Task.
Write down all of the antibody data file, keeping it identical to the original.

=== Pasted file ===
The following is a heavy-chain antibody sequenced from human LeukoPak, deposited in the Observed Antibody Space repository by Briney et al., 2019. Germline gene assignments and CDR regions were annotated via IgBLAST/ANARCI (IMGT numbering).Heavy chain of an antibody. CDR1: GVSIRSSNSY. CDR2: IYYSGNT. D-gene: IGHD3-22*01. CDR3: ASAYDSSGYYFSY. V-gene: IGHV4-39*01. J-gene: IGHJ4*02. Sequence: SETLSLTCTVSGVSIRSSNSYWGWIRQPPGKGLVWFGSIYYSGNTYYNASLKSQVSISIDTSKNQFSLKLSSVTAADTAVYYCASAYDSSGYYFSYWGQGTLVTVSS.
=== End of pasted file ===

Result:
The following is a heavy-chain antibody sequenced from human LeukoPak, deposited in the Observed Antibody Space repository by Briney et al., 2019. Germline gene assignments and CDR regions were annotated via IgBLAST/ANARCI (IMGT numbering).Heavy chain of an antibody. CDR1: GVSIRSSNSY. CDR2: IYYSGNT. D-gene: IGHD3-22*01. CDR3: ASAYDSSGYYFSY. V-gene: IGHV4-39*01. J-gene: IGHJ4*02. Sequence: SETLSLTCTVSGVSIRSSNSYWGWIRQPPGKGLVWFGSIYYSGNTYYNASLKSQVSISIDTSKNQFSLKLSSVTAADTAVYYCASAYDSSGYYFSYWGQGTLVTVSS.